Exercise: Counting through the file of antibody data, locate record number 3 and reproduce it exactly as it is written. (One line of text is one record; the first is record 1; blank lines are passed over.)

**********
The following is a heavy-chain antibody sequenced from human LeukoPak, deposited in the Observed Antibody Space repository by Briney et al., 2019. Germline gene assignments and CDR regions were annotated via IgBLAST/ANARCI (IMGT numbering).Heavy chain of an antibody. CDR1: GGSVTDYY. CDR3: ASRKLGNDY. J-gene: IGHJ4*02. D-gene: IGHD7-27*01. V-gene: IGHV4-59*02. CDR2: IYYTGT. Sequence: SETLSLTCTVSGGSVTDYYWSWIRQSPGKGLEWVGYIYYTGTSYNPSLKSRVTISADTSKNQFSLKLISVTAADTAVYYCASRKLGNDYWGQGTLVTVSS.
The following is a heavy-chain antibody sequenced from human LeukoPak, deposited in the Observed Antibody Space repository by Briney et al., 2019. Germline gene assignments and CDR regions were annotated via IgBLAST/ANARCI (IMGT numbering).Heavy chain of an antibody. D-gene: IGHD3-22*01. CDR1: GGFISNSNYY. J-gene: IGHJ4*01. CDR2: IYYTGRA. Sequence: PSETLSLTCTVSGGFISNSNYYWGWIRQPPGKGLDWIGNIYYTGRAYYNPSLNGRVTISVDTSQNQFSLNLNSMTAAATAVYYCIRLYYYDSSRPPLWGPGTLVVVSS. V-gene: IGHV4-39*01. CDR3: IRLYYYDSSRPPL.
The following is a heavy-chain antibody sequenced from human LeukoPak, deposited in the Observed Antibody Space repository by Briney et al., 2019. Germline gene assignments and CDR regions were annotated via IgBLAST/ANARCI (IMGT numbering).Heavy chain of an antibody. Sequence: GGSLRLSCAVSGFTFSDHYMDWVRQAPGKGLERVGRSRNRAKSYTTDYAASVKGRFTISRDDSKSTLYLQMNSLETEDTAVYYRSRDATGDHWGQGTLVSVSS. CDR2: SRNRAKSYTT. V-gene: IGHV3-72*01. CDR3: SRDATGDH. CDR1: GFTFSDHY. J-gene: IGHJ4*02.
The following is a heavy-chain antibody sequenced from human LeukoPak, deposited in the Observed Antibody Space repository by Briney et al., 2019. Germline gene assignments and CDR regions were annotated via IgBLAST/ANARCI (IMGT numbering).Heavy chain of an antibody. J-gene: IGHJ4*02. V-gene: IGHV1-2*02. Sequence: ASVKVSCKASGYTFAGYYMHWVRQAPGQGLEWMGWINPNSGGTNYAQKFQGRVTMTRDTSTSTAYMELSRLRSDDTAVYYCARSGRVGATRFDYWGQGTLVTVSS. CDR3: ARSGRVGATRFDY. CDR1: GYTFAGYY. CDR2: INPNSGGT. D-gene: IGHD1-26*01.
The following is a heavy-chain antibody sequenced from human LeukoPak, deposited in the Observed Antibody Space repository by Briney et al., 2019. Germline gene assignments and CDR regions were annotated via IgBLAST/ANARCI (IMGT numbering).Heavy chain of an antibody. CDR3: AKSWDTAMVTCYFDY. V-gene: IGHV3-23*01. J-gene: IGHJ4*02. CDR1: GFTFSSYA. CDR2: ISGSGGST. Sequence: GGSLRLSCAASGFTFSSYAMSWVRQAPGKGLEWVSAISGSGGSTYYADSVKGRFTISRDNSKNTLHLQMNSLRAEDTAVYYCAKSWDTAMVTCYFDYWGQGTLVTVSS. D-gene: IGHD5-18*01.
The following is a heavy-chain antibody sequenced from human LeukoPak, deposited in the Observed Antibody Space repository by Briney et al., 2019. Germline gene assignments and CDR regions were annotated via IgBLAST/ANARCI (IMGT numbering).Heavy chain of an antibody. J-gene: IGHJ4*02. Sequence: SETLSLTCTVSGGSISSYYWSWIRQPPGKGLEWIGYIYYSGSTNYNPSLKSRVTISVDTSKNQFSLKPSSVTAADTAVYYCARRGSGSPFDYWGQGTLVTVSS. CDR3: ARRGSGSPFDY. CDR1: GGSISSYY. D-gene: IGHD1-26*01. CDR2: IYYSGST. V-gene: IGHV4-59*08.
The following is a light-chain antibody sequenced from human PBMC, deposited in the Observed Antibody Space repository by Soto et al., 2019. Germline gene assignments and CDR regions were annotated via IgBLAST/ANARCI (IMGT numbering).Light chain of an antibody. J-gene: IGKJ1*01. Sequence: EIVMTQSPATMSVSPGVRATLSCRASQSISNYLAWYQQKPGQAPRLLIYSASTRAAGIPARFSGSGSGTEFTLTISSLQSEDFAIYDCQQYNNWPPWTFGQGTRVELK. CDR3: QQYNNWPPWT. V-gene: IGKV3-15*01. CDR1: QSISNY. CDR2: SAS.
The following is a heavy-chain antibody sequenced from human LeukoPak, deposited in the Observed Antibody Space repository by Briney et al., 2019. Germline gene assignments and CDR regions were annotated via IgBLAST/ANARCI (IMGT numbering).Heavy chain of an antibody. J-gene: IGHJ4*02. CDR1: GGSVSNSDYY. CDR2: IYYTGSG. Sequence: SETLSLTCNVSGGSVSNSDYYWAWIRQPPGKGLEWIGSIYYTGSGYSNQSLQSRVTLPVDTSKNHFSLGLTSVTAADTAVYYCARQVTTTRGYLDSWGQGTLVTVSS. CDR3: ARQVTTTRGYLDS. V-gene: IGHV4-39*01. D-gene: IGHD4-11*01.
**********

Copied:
The following is a heavy-chain antibody sequenced from human LeukoPak, deposited in the Observed Antibody Space repository by Briney et al., 2019. Germline gene assignments and CDR regions were annotated via IgBLAST/ANARCI (IMGT numbering).Heavy chain of an antibody. Sequence: GGSLRLSCAVSGFTFSDHYMDWVRQAPGKGLERVGRSRNRAKSYTTDYAASVKGRFTISRDDSKSTLYLQMNSLETEDTAVYYRSRDATGDHWGQGTLVSVSS. CDR2: SRNRAKSYTT. V-gene: IGHV3-72*01. CDR3: SRDATGDH. CDR1: GFTFSDHY. J-gene: IGHJ4*02.